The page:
Is Your Strategic Portfolio Getting the Attention it Needs?
The Trends & Topics that Pre-occupied Leaders in 2022
Managing projects – obviously that is essential, but it is not enough! Moreover, it is not necessary the job of a senior leader. Leaders are constantly thinking of their strategic portfolios – they have a ‘portfolio mindset'. But what about you?
Have You A ‘Portfolio Mindset'?
If you want to go from thinking like a director to thinking like VP, President, or CEO, think ‘strategic portfolio’. Here are the reasons why:
Leaders with a portfolio mindset’ have an edge regarding strategy, with greater visibility & control over execution. It enables them to bridge the gap between strategy and execution, as well as to manage risks, maximize resources and ensure focus & alignment.
A portfolio mindset doesn’t just mean thinking about a project. You may be spending a lot of time on specific projects, attending regular project meetings and reviews. However, that does not mean that you have achieved mastery in your strategic portfolio. To master the portfolio, you need to zoom out and see the bigger picture – you need to adopt a ‘portfolio mindset’.
What's a Portfolio Mindset?
A portfolio mindset is very different from a project mindset. It is as diverse as strategy and project management or as different as being a project manager and a business leader.
The table below contrasts portfolio and project management. Scroll down to explore the differences, or use the table to jump to a specific difference that grabs your attention.
If you switch from a project mindset to a portfolio mindset, let the above list guide you.
Business Success V's Project Success
Rather than a narrow view of project success, focus on the broader goal of business success.
While managing projects is often focused on the how (what needs to be done, when it needs to be done, the outputs required and so on), strategic portfolio management focuses on the Why – the strategic rationale for projects and initiatives. In particular, what the business is trying to achieve – its strategy and vision for success.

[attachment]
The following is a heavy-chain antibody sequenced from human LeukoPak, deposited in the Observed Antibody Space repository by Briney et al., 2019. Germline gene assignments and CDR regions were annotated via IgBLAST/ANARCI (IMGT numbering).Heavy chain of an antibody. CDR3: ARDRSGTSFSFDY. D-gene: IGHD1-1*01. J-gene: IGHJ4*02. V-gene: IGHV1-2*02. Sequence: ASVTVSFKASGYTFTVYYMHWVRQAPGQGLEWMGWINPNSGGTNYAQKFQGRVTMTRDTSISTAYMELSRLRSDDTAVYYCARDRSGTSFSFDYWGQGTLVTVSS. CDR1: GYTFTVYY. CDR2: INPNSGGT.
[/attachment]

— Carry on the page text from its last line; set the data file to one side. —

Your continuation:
Leaders who bridge the gap between strategy and execution actively manage their strategic portfolio. That is those projects and initiatives that are linked to success.
Have you got a strategic portfolio? You may have a portfolio of projects and initiatives, but how strategic is it? To what extent is it connected to the success of your strategy or the advancement of your position?
A strategic portfolio is a subset of projects and initiatives linked to success, more specifically, that are related to the performance of the business, the success of the strategy and the realization of the vision.
Failing to manage a strategic portfolio means failing to manage money, strategy, risk and success.
Business Strategy V's Project Plan
With a portfolio mindset, the focus is on the business's strategy instead of just the project plan.
Ensuring that a project(s) delivers on time and to budget is still the project leader's primary concern, but for the senior leader, that is not enough. Delivering the strategy is the primary focus..
Strategic portfolio management – the label says it all. The emphasis is on the word strategic, which means it is essential and linked to strategy and success.
For a long time, there was a widely held but mistaken view that leaders did strategy while execution was done by somebody else. But leadership is both strategy and execution. The leader staying involved is critical to ensuring that confidence regarding execution matches the strategy's ambition, and it is key to bridging the gap between strategy and execution.
Business First Vs Project First
Those running projects tend to put the project first. Regardless of whether it is an IT project, a HR project or anything else, the focus should be on business needs and priorities, and the. The perspective is business first.
Individual projects can lose sight of the needs of the business (what we call Project Myopia) with the emergence of silos and boundary disputes.
‘Hands off' my project is a natural response from any project manager who is invested lots of time and energy in getting a project off the ground.
A key factor distinguishing the leader from the project manager is the ability to put the business rather than the project first. This requires the project manager or sponsor can put their ego in their back pocket.
Coordinated Vs Stand-Alone Decisions
The goal of managing the portfolio is to deliver on the strategy/vision. This cannot be achieved through any single project but by the integrated efforts of many coordinated projects and initiatives.
Yet, decisions are often made on a project-by-project basis, with little consideration of the broader context and the range of other projects and initiatives underway.
Project decisions may be made in silos with each department function or team having its own projects and initiatives to protect. The resulting myopia puts the interest of the department of function ahead of those of the business its needs and priorities.